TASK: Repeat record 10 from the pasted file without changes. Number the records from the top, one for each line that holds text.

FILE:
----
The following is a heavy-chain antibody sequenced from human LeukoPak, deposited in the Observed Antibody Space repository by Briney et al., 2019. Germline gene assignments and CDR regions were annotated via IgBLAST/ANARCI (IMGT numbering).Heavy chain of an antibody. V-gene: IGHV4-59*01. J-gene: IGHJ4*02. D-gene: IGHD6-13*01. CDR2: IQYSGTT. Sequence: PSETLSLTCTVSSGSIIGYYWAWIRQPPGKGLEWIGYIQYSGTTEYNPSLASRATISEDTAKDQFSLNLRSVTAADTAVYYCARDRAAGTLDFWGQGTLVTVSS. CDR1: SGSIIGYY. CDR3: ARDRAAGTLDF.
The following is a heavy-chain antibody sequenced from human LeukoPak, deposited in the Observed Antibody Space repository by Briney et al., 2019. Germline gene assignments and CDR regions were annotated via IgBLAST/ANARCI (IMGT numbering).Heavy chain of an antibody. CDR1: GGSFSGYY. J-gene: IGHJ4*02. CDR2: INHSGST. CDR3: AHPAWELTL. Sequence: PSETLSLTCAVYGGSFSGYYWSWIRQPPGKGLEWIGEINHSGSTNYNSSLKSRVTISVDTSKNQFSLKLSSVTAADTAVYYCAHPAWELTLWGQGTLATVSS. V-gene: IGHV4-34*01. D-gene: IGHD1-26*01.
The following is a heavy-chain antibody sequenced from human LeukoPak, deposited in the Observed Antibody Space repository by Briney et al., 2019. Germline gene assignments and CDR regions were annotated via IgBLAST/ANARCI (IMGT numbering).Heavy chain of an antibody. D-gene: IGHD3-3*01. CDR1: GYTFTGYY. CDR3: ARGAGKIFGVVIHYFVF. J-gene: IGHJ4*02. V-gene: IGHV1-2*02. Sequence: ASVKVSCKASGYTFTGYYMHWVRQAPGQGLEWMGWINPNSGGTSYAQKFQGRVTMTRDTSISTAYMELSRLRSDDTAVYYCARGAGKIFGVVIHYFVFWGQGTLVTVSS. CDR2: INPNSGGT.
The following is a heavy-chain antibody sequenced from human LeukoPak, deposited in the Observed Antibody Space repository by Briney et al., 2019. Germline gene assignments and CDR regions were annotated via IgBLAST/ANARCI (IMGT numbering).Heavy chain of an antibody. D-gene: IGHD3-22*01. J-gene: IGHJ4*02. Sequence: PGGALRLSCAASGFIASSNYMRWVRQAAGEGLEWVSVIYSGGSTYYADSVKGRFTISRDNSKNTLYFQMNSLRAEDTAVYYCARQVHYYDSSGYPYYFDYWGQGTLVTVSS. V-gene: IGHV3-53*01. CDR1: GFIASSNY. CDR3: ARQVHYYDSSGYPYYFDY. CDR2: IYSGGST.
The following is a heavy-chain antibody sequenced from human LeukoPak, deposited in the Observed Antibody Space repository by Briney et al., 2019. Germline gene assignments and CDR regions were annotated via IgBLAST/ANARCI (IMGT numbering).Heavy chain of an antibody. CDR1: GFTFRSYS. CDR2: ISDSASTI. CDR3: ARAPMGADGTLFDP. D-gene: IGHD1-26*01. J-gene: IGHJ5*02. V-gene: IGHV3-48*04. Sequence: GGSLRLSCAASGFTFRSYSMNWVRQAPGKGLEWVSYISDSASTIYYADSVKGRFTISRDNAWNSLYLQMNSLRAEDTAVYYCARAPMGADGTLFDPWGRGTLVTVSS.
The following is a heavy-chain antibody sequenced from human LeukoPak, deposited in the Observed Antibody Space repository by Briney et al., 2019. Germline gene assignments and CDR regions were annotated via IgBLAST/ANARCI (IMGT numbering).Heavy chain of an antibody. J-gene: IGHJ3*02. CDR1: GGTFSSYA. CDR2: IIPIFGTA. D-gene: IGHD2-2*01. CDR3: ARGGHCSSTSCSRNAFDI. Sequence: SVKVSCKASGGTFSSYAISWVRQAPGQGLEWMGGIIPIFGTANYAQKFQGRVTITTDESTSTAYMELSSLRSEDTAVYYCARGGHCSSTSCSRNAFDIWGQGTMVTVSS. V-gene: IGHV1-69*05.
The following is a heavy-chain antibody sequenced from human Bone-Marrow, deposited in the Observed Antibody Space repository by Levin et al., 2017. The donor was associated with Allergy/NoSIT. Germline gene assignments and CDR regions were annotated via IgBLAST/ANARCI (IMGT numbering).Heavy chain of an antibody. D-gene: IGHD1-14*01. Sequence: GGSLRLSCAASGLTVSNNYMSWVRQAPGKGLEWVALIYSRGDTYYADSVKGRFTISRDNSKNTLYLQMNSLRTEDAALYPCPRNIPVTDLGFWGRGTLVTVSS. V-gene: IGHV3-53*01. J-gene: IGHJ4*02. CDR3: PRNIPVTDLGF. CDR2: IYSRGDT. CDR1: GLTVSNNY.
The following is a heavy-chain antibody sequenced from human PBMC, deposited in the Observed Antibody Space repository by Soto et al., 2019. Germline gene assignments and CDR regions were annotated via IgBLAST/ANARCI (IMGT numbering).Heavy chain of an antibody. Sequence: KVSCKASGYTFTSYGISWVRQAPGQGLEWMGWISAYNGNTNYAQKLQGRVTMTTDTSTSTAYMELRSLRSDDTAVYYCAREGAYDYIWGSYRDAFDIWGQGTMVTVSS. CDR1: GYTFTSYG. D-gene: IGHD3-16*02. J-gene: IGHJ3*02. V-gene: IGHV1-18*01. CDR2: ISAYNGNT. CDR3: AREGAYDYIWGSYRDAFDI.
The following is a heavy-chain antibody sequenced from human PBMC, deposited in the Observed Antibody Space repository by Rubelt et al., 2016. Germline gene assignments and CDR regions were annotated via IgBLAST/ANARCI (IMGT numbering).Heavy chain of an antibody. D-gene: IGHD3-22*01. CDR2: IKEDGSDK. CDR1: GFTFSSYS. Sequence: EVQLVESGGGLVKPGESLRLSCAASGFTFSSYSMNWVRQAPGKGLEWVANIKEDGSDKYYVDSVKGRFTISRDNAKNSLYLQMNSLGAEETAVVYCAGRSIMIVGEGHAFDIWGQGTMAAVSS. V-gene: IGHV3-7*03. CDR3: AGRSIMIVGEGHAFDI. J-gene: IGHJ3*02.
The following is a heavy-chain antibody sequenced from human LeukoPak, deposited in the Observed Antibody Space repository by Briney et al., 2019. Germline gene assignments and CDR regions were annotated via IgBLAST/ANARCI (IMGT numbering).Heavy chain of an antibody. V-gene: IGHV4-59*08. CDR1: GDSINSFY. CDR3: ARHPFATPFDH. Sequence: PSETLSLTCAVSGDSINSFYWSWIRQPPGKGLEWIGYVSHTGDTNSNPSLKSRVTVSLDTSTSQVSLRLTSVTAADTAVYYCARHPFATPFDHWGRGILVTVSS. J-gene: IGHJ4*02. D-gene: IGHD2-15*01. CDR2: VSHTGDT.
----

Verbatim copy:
The following is a heavy-chain antibody sequenced from human LeukoPak, deposited in the Observed Antibody Space repository by Briney et al., 2019. Germline gene assignments and CDR regions were annotated via IgBLAST/ANARCI (IMGT numbering).Heavy chain of an antibody. V-gene: IGHV4-59*08. CDR1: GDSINSFY. CDR3: ARHPFATPFDH. Sequence: PSETLSLTCAVSGDSINSFYWSWIRQPPGKGLEWIGYVSHTGDTNSNPSLKSRVTVSLDTSTSQVSLRLTSVTAADTAVYYCARHPFATPFDHWGRGILVTVSS. J-gene: IGHJ4*02. D-gene: IGHD2-15*01. CDR2: VSHTGDT.